Joachim Fritz-Vannahme
20. February 2020

Charles de #Macron and a certain ” idée de l’Europe

French President Emmanuel Macron wants to be accompanied through 2020 by the legendary General and President #Charles_de_Gaulle. That is somehow obvious, after all, the anniversary of his death will be celebrated for the 50th time next autumn on November 9. We can look forward to great state theatre à la française.

 

Yet did the civilian successor, the grandson of the General, therefore have to start the first weeks of the year of remembrance with a sensational revival of the French nuclear strategy? First on February 7 in front of France’s senior military officers in the Ecole militaire, and then again on the 15th of the month at the Munich Security Conference?

 

Macron’s “brain death of #NATO” is ringing in everyone’s ears

 

And all this as an echo to his thunderous diagnosis of NATO’s brain death, in an interview with The Economist on the eve of the NATO summit in London, November 2019?

 

Confusion, surprise, anger have been and still are the reactions to Macron’s words in Brussels and Berlin, Warsaw or The Hague. Wasn’t it there again, they murmured from all corners of Europe, this well-known arrogance of the nuclear power France?

 

Didn’t this again suggest the striving for “grandeur“, as it is described in the two biographies by Johannes Willms and James Jackson, both worth reading and considering – of course not of Macron, but of de Gaulle and his “certain idea of France”, “une certaine idèe de la France“?

 

Macron in front of the “Memories” of the General – what a picture!

 

Just to remind you: the official portrait photo of June 2017, which today hangs in every French town hall, shows the young president in the Elysée Palace. He is casually leaning in front of his desk, the tricolour on the left of the viewer, the European flag on the right, and on the table two smartphones, an old grandfather clock, an inkwell with the national symbol, the rooster, and – an opened copy of Charles de Gaulle’s memoirs.

 

It is with such over-discreet hints that (not only) French presidents like to adorn themselves. Thus, history is called upon and the future is proclaimed. “C’est le président-littéraire-maître-du-temps-connecté-à-son-époque,” the Parisian newspaper Le Figaro mocked Macron’s self-staging at the time: literary like the inkwell, contemporary like the smartphones, and master of his time like the gilded grandfather clock that strikes the hour for his ministers every Wednesday.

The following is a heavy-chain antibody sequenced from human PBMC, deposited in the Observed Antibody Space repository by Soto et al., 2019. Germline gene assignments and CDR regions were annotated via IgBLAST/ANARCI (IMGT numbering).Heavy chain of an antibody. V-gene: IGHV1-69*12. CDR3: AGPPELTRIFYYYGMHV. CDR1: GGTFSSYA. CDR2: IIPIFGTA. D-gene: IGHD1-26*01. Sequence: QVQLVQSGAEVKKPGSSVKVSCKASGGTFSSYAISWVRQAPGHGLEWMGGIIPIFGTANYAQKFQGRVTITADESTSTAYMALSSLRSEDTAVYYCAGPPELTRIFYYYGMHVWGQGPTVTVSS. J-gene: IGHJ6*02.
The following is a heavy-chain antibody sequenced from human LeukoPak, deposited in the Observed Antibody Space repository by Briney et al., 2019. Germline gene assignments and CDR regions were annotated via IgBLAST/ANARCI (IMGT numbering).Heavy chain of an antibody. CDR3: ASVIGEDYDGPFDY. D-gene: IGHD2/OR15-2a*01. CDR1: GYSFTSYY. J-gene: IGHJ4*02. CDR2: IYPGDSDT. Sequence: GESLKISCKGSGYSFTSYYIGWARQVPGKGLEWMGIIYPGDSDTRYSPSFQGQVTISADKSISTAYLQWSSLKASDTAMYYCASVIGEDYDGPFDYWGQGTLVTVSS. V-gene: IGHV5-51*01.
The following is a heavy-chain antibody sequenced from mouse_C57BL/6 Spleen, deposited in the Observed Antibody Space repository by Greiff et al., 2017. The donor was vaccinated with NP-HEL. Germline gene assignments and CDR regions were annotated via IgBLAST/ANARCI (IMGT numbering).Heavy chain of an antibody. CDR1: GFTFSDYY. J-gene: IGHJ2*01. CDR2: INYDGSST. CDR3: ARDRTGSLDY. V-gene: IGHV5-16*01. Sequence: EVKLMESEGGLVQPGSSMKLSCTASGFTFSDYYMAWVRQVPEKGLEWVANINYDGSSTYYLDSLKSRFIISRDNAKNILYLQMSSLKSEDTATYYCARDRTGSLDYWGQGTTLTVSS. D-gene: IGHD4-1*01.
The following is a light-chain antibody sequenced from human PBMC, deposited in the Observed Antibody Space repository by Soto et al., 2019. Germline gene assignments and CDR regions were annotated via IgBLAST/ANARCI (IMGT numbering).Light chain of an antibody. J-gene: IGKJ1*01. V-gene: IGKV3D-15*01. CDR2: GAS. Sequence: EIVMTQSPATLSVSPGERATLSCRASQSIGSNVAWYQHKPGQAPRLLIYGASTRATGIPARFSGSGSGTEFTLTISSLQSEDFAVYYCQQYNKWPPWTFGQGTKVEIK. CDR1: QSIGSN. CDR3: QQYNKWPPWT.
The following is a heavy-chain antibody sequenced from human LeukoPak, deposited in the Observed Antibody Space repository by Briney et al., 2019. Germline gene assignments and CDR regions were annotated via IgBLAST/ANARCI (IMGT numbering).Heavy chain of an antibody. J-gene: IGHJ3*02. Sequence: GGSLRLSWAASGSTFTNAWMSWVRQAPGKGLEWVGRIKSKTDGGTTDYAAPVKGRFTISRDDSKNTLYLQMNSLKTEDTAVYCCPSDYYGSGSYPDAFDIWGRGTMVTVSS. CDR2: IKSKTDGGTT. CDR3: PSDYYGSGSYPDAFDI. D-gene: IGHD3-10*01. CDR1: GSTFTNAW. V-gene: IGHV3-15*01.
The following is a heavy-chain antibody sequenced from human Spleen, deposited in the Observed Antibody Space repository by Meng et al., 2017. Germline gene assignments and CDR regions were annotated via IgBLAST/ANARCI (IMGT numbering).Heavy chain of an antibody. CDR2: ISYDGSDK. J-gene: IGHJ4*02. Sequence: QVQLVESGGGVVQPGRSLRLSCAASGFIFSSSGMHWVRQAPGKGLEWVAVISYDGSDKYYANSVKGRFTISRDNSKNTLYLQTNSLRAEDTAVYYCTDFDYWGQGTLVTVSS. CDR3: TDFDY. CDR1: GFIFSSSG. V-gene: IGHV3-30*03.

Playing with symbols, that’s all it is. Or is it?

 

Yet enough of playing with symbols. Macron is not de Gaulle. This president dreams of and preaches a “sovereign Europe”, an “authentically European dimension” of his ideas of a French nuclear power in a very troubled century. The man is not living in the past but today and is striving for tomorrow – and is therefore not, as a close associate once said about the General, “a man of the day before yesterday and the day after tomorrow”.

 

 

France’s partners should rather stick to the wording

 

His European partners would therefore better be served by measuring Macron by his words rather than by his recollection of a general who literally came from nowhere and stood in front of nothingness. His country was in German hands, he himself a London exile without battalions, a lonely strategist who undoubtedly made history, above all, thanks to his rhetoric – in the “age of extremes” (Eric Hobsbawm) of the last century.

 

France’s president by no means proposed to divide the decision on the deployment of the French nuclear weapon: he spoke of a “strategic dialogue” among Europeans, taking into account the “force de frappe“. He also recalled that France had already disarmed nuclear weapons.

 

Macron’s idea of France is firmly embedded in Europe

 

Moreover, so much for de Gaulle, Macron did indeed recall his speech of November 3, 1959, when that president announced the “force de frappe” – but tacitly ignored the fact that the Fourth Republic (rejected by the general) had already planned nuclear armament during the Cold War.

 

Sometimes symbolic references are more attractive than historical justifications. Macron is only a successor to the first President of the Fifth Republic. He, too, may have “une certaine idée de la France“, yet it is not Gaullist, but contemporary and firmly embedded in his idea of Europe. This is President Macron’s “certaine vision du monde“.

 

 

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